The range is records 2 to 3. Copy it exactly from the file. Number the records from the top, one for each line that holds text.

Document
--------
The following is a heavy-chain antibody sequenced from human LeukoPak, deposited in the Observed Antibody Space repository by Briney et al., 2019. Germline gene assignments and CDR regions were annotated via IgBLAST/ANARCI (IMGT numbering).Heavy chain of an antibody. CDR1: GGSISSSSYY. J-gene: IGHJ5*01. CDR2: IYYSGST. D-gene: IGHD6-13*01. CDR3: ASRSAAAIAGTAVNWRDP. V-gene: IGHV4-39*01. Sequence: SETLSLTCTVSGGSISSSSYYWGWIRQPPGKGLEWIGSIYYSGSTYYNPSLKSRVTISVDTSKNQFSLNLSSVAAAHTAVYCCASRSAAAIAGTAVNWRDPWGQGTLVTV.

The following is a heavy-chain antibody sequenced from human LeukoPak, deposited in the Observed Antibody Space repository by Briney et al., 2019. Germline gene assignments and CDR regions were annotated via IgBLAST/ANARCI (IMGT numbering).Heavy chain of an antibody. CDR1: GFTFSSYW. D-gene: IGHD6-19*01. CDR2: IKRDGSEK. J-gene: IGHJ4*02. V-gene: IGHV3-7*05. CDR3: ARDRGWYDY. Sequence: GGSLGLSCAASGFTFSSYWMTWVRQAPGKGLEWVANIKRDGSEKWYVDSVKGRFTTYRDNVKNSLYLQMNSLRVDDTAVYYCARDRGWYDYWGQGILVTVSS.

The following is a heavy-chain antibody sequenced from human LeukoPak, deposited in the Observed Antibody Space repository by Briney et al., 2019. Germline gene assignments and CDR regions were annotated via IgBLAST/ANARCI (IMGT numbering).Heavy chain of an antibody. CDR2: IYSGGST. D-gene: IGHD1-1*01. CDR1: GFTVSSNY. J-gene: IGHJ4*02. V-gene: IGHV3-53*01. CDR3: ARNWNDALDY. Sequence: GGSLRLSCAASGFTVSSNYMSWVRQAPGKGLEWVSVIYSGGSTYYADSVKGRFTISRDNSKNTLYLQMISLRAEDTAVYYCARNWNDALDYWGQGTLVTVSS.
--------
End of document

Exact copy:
The following is a heavy-chain antibody sequenced from human LeukoPak, deposited in the Observed Antibody Space repository by Briney et al., 2019. Germline gene assignments and CDR regions were annotated via IgBLAST/ANARCI (IMGT numbering).Heavy chain of an antibody. CDR1: GFTFSSYW. D-gene: IGHD6-19*01. CDR2: IKRDGSEK. J-gene: IGHJ4*02. V-gene: IGHV3-7*05. CDR3: ARDRGWYDY. Sequence: GGSLGLSCAASGFTFSSYWMTWVRQAPGKGLEWVANIKRDGSEKWYVDSVKGRFTTYRDNVKNSLYLQMNSLRVDDTAVYYCARDRGWYDYWGQGILVTVSS.

The following is a heavy-chain antibody sequenced from human LeukoPak, deposited in the Observed Antibody Space repository by Briney et al., 2019. Germline gene assignments and CDR regions were annotated via IgBLAST/ANARCI (IMGT numbering).Heavy chain of an antibody. CDR2: IYSGGST. D-gene: IGHD1-1*01. CDR1: GFTVSSNY. J-gene: IGHJ4*02. V-gene: IGHV3-53*01. CDR3: ARNWNDALDY. Sequence: GGSLRLSCAASGFTVSSNYMSWVRQAPGKGLEWVSVIYSGGSTYYADSVKGRFTISRDNSKNTLYLQMISLRAEDTAVYYCARNWNDALDYWGQGTLVTVSS.